Experiencing these two compositions side by side could hardly help but provoke comparisons of these two important American composers, who were born within nine years of each other and share certain similarities, such as a resistance to serialism, which monopolized the classical world when both were budding artists. But, certainly, Adams, who has been willing to embrace contemporary events and sometimes controversial political subjects in certain works, has enjoyed greater visibility than Bolcom, who has never been as avant-garde.

The evening concluded with a vital, entrancing interpretation of Ravel’s complete ballet Daphnis et Chloé, with Kalmar never allowing interest to flag during this 50-minute work. He maintained a supple musical through-line and real sense of the story being told musically while at the same time paying attention to the shape and feel of even the smallest moments. Perhaps most importantly, this evocative performance allowed listeners to visualize the story – this is, after all, a score meant to accompany dance  – with the harrumphing brass, flitting flute, and other instruments offering an abundance of characterful moments.

Carlos Kalmar with the Grant Park Orchestra and Chorus. (Norman Timonera)
‘Daphnis et Chloé,’ with vocalise from the Festival Chorus, closed out the program.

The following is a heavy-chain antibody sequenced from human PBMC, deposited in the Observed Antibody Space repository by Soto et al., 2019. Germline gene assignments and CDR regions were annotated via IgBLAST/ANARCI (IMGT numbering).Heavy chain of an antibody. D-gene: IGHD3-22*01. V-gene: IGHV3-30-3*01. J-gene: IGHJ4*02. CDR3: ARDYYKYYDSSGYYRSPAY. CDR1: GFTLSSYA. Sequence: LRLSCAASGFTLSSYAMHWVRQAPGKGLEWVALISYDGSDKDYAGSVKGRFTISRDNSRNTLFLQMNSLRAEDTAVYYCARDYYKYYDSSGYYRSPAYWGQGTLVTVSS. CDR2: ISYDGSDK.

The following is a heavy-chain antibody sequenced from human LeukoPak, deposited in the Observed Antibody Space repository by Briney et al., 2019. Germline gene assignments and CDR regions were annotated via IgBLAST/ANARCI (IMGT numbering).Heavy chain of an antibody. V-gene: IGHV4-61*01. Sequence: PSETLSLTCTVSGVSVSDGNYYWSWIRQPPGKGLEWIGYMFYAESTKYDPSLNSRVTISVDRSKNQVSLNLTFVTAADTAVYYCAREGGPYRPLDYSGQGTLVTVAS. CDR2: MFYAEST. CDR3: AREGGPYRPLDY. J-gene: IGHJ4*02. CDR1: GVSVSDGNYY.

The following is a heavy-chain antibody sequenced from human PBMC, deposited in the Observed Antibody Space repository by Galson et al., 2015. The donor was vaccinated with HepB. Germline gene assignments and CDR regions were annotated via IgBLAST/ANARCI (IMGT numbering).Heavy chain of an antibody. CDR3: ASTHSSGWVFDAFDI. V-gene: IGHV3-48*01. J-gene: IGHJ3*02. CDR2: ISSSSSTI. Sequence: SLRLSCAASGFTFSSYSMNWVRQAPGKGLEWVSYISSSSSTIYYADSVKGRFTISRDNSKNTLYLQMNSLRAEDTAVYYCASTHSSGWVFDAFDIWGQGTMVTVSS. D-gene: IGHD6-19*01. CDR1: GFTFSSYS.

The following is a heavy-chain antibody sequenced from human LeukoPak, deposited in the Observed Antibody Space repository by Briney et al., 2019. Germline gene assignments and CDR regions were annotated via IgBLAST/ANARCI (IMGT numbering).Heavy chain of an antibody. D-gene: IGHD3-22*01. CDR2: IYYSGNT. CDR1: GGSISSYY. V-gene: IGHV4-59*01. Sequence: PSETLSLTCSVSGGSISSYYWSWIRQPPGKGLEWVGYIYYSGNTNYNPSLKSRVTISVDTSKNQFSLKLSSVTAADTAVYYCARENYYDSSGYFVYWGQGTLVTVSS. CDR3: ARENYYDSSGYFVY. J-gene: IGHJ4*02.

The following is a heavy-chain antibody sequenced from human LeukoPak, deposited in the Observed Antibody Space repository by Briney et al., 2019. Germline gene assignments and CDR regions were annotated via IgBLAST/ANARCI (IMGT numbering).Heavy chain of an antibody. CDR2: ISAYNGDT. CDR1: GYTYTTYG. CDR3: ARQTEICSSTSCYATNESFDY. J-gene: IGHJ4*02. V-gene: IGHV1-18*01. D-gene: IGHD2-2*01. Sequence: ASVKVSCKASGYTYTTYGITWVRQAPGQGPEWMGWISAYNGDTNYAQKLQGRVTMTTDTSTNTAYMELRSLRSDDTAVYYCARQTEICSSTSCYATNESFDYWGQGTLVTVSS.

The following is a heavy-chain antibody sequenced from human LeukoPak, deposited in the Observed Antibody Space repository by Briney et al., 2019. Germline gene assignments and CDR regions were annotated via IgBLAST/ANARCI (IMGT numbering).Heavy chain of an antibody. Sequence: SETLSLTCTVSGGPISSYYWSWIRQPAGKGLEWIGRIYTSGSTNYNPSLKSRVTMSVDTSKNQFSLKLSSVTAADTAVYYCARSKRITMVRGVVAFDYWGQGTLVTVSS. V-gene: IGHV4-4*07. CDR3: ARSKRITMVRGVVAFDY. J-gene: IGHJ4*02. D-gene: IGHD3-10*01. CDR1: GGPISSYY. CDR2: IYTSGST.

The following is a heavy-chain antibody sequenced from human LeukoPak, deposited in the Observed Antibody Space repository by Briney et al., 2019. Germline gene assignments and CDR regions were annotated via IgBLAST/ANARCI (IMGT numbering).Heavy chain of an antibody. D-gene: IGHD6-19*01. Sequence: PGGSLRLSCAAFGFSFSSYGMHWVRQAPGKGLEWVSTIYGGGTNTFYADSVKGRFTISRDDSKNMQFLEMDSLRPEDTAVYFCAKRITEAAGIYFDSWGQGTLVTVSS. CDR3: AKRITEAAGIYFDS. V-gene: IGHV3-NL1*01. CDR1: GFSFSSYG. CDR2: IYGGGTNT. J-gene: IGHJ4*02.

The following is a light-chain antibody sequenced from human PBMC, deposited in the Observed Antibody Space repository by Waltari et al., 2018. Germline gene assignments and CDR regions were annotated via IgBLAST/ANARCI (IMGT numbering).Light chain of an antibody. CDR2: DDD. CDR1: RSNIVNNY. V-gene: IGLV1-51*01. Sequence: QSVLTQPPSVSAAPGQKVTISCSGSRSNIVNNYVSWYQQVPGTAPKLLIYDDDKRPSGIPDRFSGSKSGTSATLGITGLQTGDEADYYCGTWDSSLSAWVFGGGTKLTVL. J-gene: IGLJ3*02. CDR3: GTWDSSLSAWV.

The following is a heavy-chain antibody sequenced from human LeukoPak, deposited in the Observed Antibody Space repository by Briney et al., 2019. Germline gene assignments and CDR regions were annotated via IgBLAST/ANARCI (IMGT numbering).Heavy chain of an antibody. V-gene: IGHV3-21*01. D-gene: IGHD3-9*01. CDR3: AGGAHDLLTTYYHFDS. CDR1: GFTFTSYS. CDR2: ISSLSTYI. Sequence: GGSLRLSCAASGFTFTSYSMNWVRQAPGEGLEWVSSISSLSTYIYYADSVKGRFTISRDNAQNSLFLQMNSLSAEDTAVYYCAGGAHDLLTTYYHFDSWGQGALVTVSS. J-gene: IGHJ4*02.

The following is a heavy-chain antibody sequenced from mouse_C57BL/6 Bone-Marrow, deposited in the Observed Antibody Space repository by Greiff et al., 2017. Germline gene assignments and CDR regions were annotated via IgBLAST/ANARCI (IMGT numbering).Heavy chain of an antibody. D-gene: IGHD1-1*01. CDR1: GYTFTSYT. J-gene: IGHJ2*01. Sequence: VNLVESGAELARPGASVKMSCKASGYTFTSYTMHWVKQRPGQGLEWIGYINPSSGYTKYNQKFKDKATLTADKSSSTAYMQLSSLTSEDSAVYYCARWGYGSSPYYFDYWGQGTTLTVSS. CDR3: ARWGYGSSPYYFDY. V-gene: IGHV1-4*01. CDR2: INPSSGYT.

Deserving special mention was the festival’s wonderfully responsive chorus, prepared by Christopher Bell, which through wordless vocalise functions in this work as a kind of appendage to the orchestra, ably supporting and enhancing the musical textures and moods. At the same time, there were many notable solo turns in the orchestra, including that of principal flute Mary Stolper.

It was brave of Kalmar and the festival to take on the Ravel in such a vast outdoor venue as the Frank Gehry-designed Pritzker Pavilion along Chicago’s downtown lakefront, with both fixed seats and an open area for lawn chairs and blankets. Despite the venue’s high-quality amplification, it was inevitable that some of the subtle details, especially during several of the work’s hushed moments, would be obscured, if not simply lost, to the abundant ambient noise of the city, which at one point even included a helicopter passing overhead. But such concerns did not deter Kalmar, who made no concessions to the outdoor environment, making sure, for example, that the orchestra and chorus delivered true pianissimos.

Kyle MacMillan recently marked his 25th anniversary as a music critic and reporter. After serving 11 years as fine arts critic for the Denver Post, he is now a free-lance journalist in Chicago, where he contributes regularly to the Chicago Sun-Times and writes for such national publications as Opera News and The Wall Street Journal.